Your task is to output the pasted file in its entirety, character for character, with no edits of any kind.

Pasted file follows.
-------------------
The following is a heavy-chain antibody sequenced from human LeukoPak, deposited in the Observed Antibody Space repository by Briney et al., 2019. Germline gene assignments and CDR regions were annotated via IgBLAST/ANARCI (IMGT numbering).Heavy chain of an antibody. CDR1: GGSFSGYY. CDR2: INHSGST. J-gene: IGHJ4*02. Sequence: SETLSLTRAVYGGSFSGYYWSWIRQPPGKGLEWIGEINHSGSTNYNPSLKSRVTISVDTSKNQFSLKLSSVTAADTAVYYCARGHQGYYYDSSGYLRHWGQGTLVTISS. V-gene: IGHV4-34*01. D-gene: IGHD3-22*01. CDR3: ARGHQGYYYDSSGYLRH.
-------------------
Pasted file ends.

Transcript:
The following is a heavy-chain antibody sequenced from human LeukoPak, deposited in the Observed Antibody Space repository by Briney et al., 2019. Germline gene assignments and CDR regions were annotated via IgBLAST/ANARCI (IMGT numbering).Heavy chain of an antibody. CDR1: GGSFSGYY. CDR2: INHSGST. J-gene: IGHJ4*02. Sequence: SETLSLTRAVYGGSFSGYYWSWIRQPPGKGLEWIGEINHSGSTNYNPSLKSRVTISVDTSKNQFSLKLSSVTAADTAVYYCARGHQGYYYDSSGYLRHWGQGTLVTISS. V-gene: IGHV4-34*01. D-gene: IGHD3-22*01. CDR3: ARGHQGYYYDSSGYLRH.